One of the greatest threats to healthy wildlife populations throughout North America is the destruction of habitat. As large expanses of forests and wetlands are turned into subdivisions, shopping malls, and industrial areas, native wildlife are displaced, and often end up congregating in rather small, isolated patches of woods, sometimes right in the middle of urban and even city environments. One such example of this phenomenon is the deer herd of Jefferson Barracks National Cemetery in Missouri.
Located along the banks of the Mississippi River in St. Louis County, this historic site covers over 300 acres and is the final resting place for almost 200,000 military servicemen and women. While the deer typically lay low in the wooded areas around the cemetery during the day while burial activities are underway, in the late afternoon and evening hours they emerge in large numbers and roam the grounds.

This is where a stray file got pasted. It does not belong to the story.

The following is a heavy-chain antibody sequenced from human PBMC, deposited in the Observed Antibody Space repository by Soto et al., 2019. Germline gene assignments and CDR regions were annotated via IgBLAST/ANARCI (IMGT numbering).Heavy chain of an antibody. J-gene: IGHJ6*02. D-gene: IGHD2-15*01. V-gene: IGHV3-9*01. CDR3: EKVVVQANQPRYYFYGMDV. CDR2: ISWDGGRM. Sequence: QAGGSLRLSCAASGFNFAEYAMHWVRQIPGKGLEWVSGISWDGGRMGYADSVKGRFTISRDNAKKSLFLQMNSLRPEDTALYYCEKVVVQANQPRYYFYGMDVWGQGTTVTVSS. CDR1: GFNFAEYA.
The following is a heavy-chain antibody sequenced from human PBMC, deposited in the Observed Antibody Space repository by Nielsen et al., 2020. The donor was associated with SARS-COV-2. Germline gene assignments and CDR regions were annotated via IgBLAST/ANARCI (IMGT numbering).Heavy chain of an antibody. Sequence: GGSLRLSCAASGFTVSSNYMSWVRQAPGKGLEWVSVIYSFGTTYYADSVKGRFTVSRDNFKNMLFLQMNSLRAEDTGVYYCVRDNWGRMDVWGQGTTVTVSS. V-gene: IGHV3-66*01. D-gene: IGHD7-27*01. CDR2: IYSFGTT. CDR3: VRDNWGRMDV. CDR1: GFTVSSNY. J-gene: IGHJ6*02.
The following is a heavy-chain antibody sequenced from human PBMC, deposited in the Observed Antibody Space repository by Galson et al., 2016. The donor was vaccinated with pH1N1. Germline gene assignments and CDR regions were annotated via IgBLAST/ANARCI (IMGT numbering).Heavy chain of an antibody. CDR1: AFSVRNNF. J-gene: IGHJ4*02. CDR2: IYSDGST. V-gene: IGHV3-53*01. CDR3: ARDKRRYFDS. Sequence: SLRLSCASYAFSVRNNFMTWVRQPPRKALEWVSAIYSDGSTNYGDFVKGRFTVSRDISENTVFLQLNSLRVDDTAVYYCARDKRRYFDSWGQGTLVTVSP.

Visitors to the cemetery, as well as the family members of those who are buried there, mostly enjoy the presence of the deer, however, the overpopulated herd do cause many problems, especially eating the flowers which decorate the thousands of graves, as well as destroying the cemetery grounds. Local biologists report that an area the size of the cemetery can support fifteen to twenty deer in a healthy manner. Surveys conducted at night, however, found that the area is home to a much larger number, somewhere around ninety deer. While the topic of how to best manage the Jefferson Barracks deer herd remains a subject of great debate, it nonetheless remains a popular, peaceful location, where one can prayerfully pay honor to those who have served our country, as well as observe the dozens of whitetail deer who call the cemetery home.
Click here to watch the video of the resident Jefferson Barracks bucks during the October and November breeding season, including some real giants!